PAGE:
Neurological Sciences

, Volume 29, Supplement 1, pp 149–151 | Cite as

Comorbidity between depressive symptoms and migraine: preliminary data from the Zabút Aging Project

  • Cecilia Camarda
  • Carmela Pipia
  • Antonia Taglialavori
  • Paola Di Fiore
  • Rosolino Camarda
  • Roberto Monastero
Oral Communication

Abstract

We evaluated the association between depressive symptoms and migraine using cross-sectional data from the Zabút Aging Project, a population-based study including subjects aged ≥50 years. A total of 1285 nonmigraineurs and 151 migraineurs were included. Diagnosis of migraine was carried out using the criteria of the International Headache Society. The Center for Epidemiologic Studies Depression scale (CES-D) was used to score depressive symptoms. Depressive symptoms were clustered in four groups: depressed and positive affects, somatic activity and intrapersonal feelings. Migraineurs showed higher total and specific depressive symptoms than controls (p from 0.005 to <0.0001). Mild-to-moderate depressive symptoms (CES-D score of ≥16) were present in 47.2% of migraineurs compared to 15.8% of controls (p<0.0001). After adjustment for demographics, mild-to-moderate depressive symptoms were strongly associated with migraine (OR [95% CI]=4.7 [3.1–7.0]). This association significantly increased in males (OR [95% CI]=6.2 [2.8–14.6]). Depressive features represent highly frequent comorbid symptoms of adult-to-elderly migraineurs.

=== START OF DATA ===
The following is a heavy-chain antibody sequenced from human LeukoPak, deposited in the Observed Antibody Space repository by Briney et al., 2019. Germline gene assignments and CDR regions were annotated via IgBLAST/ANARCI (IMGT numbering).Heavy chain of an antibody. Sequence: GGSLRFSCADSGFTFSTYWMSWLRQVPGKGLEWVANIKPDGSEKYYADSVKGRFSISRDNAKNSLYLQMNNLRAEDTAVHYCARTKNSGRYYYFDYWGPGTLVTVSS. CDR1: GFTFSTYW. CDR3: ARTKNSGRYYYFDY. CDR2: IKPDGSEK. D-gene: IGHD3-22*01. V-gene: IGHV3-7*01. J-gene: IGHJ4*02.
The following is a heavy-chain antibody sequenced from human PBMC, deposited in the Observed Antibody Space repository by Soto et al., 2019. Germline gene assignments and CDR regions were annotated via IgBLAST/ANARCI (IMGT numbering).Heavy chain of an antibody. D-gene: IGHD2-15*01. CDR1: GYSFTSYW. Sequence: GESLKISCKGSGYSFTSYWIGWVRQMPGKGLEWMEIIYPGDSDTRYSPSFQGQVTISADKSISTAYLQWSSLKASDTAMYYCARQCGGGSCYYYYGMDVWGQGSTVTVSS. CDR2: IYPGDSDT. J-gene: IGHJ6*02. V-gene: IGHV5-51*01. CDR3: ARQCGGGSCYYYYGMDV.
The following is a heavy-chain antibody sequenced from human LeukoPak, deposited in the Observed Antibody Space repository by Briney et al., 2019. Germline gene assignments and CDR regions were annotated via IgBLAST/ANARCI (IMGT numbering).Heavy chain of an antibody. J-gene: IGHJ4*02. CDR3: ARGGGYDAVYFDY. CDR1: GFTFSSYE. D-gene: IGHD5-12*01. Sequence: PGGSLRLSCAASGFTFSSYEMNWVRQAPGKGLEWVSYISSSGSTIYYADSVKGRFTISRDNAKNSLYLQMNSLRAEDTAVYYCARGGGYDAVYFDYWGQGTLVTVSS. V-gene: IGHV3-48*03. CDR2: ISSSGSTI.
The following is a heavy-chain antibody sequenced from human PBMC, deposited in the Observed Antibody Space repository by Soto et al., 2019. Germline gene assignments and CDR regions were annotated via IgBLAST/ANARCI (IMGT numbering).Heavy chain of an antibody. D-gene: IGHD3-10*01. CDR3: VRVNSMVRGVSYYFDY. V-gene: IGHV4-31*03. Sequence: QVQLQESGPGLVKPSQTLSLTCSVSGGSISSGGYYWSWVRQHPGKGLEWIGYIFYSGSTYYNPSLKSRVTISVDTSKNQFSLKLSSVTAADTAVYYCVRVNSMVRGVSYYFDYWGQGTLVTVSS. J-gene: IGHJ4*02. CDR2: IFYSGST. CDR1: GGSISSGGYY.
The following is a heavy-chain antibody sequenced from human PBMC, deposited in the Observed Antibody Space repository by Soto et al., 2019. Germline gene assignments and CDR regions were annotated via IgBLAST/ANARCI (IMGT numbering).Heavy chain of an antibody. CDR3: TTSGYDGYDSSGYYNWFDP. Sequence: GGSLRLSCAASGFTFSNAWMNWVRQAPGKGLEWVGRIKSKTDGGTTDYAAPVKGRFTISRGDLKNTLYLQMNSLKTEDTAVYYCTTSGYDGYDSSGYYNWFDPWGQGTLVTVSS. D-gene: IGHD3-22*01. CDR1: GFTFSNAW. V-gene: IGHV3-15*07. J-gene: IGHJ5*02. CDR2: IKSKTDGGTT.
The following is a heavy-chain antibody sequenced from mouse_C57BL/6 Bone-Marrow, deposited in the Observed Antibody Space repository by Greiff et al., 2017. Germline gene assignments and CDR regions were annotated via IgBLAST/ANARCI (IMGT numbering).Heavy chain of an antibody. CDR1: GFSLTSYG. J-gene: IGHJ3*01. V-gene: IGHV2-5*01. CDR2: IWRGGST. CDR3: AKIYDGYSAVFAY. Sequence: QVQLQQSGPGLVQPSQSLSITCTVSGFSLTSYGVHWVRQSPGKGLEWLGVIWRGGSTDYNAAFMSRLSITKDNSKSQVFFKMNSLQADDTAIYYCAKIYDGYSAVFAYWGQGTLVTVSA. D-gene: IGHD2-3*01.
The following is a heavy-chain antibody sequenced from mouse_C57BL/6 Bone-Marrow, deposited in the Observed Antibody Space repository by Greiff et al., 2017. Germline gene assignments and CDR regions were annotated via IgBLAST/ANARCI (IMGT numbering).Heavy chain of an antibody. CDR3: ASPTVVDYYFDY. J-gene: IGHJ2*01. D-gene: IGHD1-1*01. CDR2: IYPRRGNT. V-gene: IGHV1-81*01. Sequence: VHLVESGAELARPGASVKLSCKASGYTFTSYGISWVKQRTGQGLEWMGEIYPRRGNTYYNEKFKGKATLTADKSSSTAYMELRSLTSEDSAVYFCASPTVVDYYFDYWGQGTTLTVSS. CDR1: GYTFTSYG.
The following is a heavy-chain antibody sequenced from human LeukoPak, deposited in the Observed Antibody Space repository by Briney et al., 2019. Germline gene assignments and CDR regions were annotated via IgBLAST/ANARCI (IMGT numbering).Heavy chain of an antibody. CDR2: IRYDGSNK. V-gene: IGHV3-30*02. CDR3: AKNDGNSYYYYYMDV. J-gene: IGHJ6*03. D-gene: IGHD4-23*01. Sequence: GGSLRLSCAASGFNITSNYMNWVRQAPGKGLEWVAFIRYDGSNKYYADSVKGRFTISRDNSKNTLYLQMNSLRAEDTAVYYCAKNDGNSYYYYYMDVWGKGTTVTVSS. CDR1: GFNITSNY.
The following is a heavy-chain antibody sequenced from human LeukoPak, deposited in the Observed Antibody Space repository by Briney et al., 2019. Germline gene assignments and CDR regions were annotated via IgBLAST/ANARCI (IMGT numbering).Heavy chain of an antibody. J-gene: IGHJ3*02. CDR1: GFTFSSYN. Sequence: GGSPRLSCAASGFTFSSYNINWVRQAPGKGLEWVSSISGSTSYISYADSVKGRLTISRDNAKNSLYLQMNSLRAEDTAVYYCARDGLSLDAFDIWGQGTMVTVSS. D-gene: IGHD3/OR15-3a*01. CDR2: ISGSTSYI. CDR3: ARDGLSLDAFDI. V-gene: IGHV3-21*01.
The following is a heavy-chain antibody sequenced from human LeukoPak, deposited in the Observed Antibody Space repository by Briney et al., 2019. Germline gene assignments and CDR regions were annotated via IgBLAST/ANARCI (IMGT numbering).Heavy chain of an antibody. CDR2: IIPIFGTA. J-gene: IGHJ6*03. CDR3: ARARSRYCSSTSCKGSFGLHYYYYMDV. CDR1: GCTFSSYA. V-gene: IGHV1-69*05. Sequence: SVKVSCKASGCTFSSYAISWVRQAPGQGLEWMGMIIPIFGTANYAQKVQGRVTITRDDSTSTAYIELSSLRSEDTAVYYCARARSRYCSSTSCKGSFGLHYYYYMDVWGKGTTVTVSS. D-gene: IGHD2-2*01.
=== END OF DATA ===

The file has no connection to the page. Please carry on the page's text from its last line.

Keywords

Migraine Epidemiology Depression Elderly 

Preview

Unable to display preview. Download preview PDF.

Unable to display preview. Download preview PDF.

References

  1. 1.
    Breslau N, Lipton RB, Stewart WF, Schultz LR, Welch KM (2003) Comorbidity of migraine and depression: investigating potential etiology and prognosis. Neurology 60:1308–1312PubMedGoogle Scholar
  2. 2.
    Bigal ME, Lipton RB (2006) Modifiable risk factors for migraine progression. Headache 46:1334–1343PubMedCrossRefGoogle Scholar
  3. 3.
    Patel NV, Bigal ME, Kolodner KB, Leotta C, Lafata JE, Lipton RB (2004) Prevalence and impact of migraine and probable migraine in a health plan. Neurology 63:1432–1438PubMedGoogle Scholar
  4. 4.
    Camarda R, Monastero R (2003) Prevalence of primary headaches in Italian elderly: preliminary data from the Zabút Aging Project. Neurol Sci 24[Suppl 2]:122–124Google Scholar
  5. 5.
    Headache Classification Committee of the International Headache Society (1988) Classification and diagnostic criteria for headache disorders, cranial neuralgias and facial pain. Cephalalgia 8(Suppl. 7):1–96Google Scholar
  6. 6.
    Radloff LS (1977) The CES-D scale: a self-report depression scale for research in the general population. Applied Psychol Measurement 3:385–401CrossRefGoogle Scholar
  7. 7.
    Kales HC, Maixner DF, Mellow AM (2005) Cerebrovascular disease and late-life depression. Am J Geriatr Psychiatry 13:88–98PubMedCrossRefGoogle Scholar
  8. 8.
    Merikangas KR, Angst J, Isler H (1990) Migraine and psychopathology. Results of the Zurich cohort study of young adults. Arch Gen Psychiatry 47:849–853PubMedGoogle Scholar
  9. 9.
    Swartz KL, Pratt LA, Armenian HK, Lee LC, Eaton WW (2000) Mental disorders and the incidence of migraine headaches in a community sample: results from the Baltimore Epidemiologic Catchment area follow-up study. Arch Gen Psychiatry 57:945–950PubMedCrossRefGoogle Scholar
  10. 10.
    Zwart JA, Dyb G, Hagen K, Ødegård KJ, Dahl AA, Bovim G et al (2003) Depression and anxiety disorders associated with headache frequency. The Nord-Trøndelag Health Study. Eur J Neurol 10:147–152PubMedCrossRefGoogle Scholar

Copyright information

© Springer-Verlag Italia 2008

Authors and Affiliations

  • Cecilia Camarda
    • 1
  • Carmela Pipia
    • 1
  • Antonia Taglialavori
    • 1
  • Paola Di Fiore
    • 1
  • Rosolino Camarda
    • 1
  • Roberto Monastero
    • 1
  1. 1.Adult Headache Centre Department of Clinical NeuroscienceUniversity of PalermoPalermoItaly

Personalised recommendations